stressed the department spends a lot more than what it brings in,             
 particularly in home sites and homesteads, as the applicant pays              
 $10 to go out and do something for 10 years and does not pay                  
 anything during the interim period.  The applicant can then prove             
 up that land and get it for nothing or they can purchase it.  He              
 said the current requirements are very heavy on the administrative            
 side, with no return to the state.                                            
 REPRESENTATIVE THERRIAULT added that was one of the frustrations of           
 the DNR budget subcommittee--there are all kinds of things which              
 have been put on the books to keep people from speculating, to make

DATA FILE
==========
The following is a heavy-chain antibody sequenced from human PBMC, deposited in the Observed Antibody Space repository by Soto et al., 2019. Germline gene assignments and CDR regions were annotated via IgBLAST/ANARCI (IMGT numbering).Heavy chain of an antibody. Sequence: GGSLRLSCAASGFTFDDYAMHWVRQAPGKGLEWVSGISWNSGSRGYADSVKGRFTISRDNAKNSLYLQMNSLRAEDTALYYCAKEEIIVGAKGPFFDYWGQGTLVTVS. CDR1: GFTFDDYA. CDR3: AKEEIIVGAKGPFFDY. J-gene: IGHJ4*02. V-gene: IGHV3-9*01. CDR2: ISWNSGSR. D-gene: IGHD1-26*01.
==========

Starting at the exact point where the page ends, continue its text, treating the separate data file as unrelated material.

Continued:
sure a person gets a recreational use permit, etc., and the                   
 department has many requirements to check and double check things.            
 He stressed DNR does not do those checks because the department               
 does not have the budget.  He said the subcommittee discussion was            
 if the state sells, conveys, or leases the land under a fair market           
 value, the state will be done with the land and the administrative            
 costs will decline and hopefully the revenues will increase.  He              
 noted now since there is a concern that someone might make a dollar           
 off of state land, the state spends millions and millions of                  
 dollars to keep that from happening.  He stressed it is a very                
 cumbersome system.                                                            
 REPRESENTATIVE KOTT noted that Section 1 of HB 191 says land must             
 have an adopted regional land use plan before it is eligible for              
 the land disposal program.  He asked how much state land currently